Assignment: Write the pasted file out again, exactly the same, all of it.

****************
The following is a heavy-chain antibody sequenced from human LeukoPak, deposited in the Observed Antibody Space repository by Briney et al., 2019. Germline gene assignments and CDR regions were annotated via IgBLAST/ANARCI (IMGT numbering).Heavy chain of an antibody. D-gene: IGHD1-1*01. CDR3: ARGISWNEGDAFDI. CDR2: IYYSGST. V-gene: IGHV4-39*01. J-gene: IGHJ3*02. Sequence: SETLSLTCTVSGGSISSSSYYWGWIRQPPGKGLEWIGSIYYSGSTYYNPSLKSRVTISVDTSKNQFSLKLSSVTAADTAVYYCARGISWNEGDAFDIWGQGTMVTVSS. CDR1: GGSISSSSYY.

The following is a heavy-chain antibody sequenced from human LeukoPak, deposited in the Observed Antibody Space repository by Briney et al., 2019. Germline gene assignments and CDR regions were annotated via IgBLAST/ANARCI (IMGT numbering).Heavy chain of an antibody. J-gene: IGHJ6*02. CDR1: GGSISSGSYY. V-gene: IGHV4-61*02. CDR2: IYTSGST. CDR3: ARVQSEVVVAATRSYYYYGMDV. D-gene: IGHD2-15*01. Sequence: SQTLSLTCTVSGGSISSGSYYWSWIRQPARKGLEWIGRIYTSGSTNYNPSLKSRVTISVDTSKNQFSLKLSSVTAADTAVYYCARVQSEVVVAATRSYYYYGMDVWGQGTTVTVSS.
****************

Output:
The following is a heavy-chain antibody sequenced from human LeukoPak, deposited in the Observed Antibody Space repository by Briney et al., 2019. Germline gene assignments and CDR regions were annotated via IgBLAST/ANARCI (IMGT numbering).Heavy chain of an antibody. D-gene: IGHD1-1*01. CDR3: ARGISWNEGDAFDI. CDR2: IYYSGST. V-gene: IGHV4-39*01. J-gene: IGHJ3*02. Sequence: SETLSLTCTVSGGSISSSSYYWGWIRQPPGKGLEWIGSIYYSGSTYYNPSLKSRVTISVDTSKNQFSLKLSSVTAADTAVYYCARGISWNEGDAFDIWGQGTMVTVSS. CDR1: GGSISSSSYY.

The following is a heavy-chain antibody sequenced from human LeukoPak, deposited in the Observed Antibody Space repository by Briney et al., 2019. Germline gene assignments and CDR regions were annotated via IgBLAST/ANARCI (IMGT numbering).Heavy chain of an antibody. J-gene: IGHJ6*02. CDR1: GGSISSGSYY. V-gene: IGHV4-61*02. CDR2: IYTSGST. CDR3: ARVQSEVVVAATRSYYYYGMDV. D-gene: IGHD2-15*01. Sequence: SQTLSLTCTVSGGSISSGSYYWSWIRQPARKGLEWIGRIYTSGSTNYNPSLKSRVTISVDTSKNQFSLKLSSVTAADTAVYYCARVQSEVVVAATRSYYYYGMDVWGQGTTVTVSS.